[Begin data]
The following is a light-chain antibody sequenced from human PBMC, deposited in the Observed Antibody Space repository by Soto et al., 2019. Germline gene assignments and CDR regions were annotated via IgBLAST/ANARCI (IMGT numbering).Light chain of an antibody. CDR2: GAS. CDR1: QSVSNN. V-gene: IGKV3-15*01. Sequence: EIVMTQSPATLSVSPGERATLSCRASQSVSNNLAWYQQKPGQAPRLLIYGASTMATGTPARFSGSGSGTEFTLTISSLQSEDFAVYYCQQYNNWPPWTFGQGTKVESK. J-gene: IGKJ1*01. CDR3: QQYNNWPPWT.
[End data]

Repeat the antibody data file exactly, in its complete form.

The following is a light-chain antibody sequenced from human PBMC, deposited in the Observed Antibody Space repository by Soto et al., 2019. Germline gene assignments and CDR regions were annotated via IgBLAST/ANARCI (IMGT numbering).Light chain of an antibody. CDR2: GAS. CDR1: QSVSNN. V-gene: IGKV3-15*01. Sequence: EIVMTQSPATLSVSPGERATLSCRASQSVSNNLAWYQQKPGQAPRLLIYGASTMATGTPARFSGSGSGTEFTLTISSLQSEDFAVYYCQQYNNWPPWTFGQGTKVESK. J-gene: IGKJ1*01. CDR3: QQYNNWPPWT.